for the record, and thank you. >> thank you, administrator. madam secretary? >> good morning. chairman men endezz, members of the subcommittee, thank you for the opportunity to testify regarding recovery from superstorm sandy. in my roll as deputy assistant secretary for grant programs at h.u.d., i am responsible for the community development program, the cbdg, the cbdg is critical to helping communities recover from and rebuild after natural disasters. this morning i will discuss sandy's impact on housing and the work that h.u.d. has started and will continue through cdbg for long-term recovery. additional details on these points and on secretary donovan's role as head of the president's sandy recovery task force are provided in my break-in testimony. hurricane sandy and the nor'easter that followed have had massive and varied impacts along the atlantic coast from virginia to rhode island, especially hard hit were new york and new jersey, two of our nation's critical economic engines. one of the major effects of storms like sandy is damage to home and apartments and displacement of families and
on new year's eve, still addicted to spending money. >> madame speaker the american people are looking at congress with distain and rightfully so. with the deadline on the fiscal cliff only hours away we've failed to reach a reasonable compromise to move the economy forward and ward off painful tax hikes on the middle class. >> reporter: so everybody is waiting to see if the senate can reach a deal on the fiscal cliff. it's not entirely clear when the house would act. i talked to a key leadership aide who he said if the senate passes a deal we could certainly signal that we will take it up perhaps tomorrow morning and that would keep everybody calm, but first things first, they need a deal, jon. jon: by my calculation they have less than 13 hours to accomplish that. mike emanuel, thank you. >> reporter: thank you, sir. jon: let's take a look at the dow with all this fiscal cliff nonsense going on. it's up, actually about 8 points right there as you can see. still down below 13,000, though, after heavy losses last week. very light trading also as you might imagine on this day before the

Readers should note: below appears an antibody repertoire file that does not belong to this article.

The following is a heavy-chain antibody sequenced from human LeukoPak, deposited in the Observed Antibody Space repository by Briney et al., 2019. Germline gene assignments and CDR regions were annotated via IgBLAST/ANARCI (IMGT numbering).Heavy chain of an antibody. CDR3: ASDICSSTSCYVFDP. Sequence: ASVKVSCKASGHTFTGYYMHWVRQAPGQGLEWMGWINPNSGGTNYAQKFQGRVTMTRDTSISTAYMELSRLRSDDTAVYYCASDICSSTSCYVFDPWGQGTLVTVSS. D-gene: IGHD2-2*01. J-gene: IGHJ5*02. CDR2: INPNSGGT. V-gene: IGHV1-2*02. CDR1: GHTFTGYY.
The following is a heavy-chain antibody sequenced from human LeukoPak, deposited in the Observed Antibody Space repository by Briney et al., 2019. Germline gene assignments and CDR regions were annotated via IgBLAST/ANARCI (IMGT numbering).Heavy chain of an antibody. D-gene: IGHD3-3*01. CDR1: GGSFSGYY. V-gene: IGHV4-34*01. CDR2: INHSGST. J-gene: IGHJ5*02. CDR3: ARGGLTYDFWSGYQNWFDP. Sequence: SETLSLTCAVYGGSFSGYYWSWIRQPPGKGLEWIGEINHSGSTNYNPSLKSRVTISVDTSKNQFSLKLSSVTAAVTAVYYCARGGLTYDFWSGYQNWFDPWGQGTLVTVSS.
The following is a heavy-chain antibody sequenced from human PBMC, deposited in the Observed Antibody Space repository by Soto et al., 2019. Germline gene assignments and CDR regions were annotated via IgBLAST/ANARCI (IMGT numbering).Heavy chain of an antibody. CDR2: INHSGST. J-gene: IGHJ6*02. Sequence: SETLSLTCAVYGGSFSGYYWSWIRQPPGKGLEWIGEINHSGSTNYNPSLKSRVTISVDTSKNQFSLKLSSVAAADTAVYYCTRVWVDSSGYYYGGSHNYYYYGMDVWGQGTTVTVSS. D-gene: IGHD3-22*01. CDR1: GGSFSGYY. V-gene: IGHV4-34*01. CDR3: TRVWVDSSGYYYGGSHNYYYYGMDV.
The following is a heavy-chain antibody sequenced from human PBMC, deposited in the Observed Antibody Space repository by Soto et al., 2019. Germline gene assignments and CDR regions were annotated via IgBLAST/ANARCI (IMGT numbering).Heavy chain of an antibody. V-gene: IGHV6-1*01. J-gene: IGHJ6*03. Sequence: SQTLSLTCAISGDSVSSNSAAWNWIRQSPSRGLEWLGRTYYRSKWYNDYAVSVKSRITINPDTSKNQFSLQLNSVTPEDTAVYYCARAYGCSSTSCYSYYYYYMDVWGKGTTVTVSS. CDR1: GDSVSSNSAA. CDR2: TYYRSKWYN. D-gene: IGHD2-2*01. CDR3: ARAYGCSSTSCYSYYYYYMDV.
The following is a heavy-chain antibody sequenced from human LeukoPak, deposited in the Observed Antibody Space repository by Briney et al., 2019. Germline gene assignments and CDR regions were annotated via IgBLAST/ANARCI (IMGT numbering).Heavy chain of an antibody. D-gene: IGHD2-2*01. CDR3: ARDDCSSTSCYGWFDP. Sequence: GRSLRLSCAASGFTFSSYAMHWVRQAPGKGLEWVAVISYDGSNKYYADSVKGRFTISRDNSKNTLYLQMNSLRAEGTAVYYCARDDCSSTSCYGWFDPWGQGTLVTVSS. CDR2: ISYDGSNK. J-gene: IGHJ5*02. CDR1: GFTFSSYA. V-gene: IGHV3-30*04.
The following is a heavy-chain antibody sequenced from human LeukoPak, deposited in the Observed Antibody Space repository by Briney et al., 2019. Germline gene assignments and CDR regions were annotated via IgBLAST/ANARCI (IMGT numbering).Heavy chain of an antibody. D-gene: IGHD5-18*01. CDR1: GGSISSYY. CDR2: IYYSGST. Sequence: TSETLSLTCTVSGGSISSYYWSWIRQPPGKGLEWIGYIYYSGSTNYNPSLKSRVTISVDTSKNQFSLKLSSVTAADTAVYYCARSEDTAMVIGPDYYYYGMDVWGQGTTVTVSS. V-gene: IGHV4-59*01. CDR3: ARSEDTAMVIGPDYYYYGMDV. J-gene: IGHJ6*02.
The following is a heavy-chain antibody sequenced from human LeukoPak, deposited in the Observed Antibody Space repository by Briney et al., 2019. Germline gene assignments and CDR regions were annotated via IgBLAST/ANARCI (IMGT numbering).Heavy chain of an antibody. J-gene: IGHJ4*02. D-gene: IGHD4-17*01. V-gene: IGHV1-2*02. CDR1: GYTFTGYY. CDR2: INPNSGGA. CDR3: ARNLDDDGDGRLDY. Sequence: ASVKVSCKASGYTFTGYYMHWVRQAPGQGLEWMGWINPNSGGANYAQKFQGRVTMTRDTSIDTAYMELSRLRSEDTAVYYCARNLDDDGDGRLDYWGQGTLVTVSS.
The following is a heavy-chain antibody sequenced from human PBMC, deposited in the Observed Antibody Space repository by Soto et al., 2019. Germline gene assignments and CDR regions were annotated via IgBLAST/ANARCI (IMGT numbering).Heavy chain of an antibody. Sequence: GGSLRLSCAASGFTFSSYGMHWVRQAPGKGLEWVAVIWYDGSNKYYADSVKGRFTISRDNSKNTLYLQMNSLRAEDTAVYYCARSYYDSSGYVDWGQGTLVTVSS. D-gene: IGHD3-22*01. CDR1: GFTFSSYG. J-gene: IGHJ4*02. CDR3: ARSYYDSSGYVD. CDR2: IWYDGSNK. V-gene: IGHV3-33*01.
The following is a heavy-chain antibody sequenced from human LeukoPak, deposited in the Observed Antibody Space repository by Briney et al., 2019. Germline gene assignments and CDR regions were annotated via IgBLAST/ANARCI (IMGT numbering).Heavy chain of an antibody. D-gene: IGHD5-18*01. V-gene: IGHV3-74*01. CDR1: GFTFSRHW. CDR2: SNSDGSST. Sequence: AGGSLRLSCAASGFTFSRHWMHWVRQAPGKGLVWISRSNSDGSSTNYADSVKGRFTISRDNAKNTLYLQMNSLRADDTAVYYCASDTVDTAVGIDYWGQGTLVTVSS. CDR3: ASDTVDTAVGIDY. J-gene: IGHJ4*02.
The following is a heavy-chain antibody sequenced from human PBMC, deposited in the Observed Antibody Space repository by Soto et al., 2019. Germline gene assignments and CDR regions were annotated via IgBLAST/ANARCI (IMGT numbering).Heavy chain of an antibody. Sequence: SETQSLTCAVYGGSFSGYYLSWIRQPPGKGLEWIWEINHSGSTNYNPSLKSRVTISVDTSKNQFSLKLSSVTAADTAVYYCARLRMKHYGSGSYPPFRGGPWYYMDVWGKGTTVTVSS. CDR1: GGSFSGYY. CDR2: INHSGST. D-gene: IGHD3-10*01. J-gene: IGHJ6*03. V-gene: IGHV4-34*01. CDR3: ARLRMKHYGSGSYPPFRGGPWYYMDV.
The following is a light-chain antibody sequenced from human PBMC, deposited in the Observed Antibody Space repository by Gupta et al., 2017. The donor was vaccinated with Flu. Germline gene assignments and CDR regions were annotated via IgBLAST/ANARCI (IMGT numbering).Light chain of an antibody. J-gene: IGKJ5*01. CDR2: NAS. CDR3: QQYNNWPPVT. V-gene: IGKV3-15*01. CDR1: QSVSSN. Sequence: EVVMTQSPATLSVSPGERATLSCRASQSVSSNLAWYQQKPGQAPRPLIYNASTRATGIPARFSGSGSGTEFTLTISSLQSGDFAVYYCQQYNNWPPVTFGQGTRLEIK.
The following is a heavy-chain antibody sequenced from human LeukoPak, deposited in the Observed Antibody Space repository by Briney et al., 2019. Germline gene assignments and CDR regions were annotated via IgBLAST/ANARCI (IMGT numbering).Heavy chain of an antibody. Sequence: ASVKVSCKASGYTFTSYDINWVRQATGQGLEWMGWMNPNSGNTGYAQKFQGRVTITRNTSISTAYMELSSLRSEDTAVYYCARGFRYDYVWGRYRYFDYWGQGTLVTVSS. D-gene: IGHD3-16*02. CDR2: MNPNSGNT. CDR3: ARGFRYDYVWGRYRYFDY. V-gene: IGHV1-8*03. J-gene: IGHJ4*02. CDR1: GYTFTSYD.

in a few days. this is about 5 minutes -- 15 minutes. >> madam president, you'll excuse me if i'm a little frustrated at the situation we find ourselves in, but last night president obama called myself and the speaker and maybe others from hawaii and asked if there was something we could do to avoid the fiscal cliff. i say i'm a little frustrated, because we've been asking the president and the democrats to work with us on a bipartisan agreement for months, literallye for months. a plan that would simplify theod tax code, shrink the deficit, protect the taxpayers and grow the economy. but democrats consistently rejected those offers. the president chose instead to spend his time on the campaign trail. reelected. and congressional democrats sat on theirel hands. now republicans have bent over backwards. we stepped way, way out of our comfort zone. we wanted an agreement. w but we had no takers. but the phone never rang, and so now here we are five days from the new year, and we might finally start talking. democrats have had an entire year to put forward a balance withed, bipartisan proposa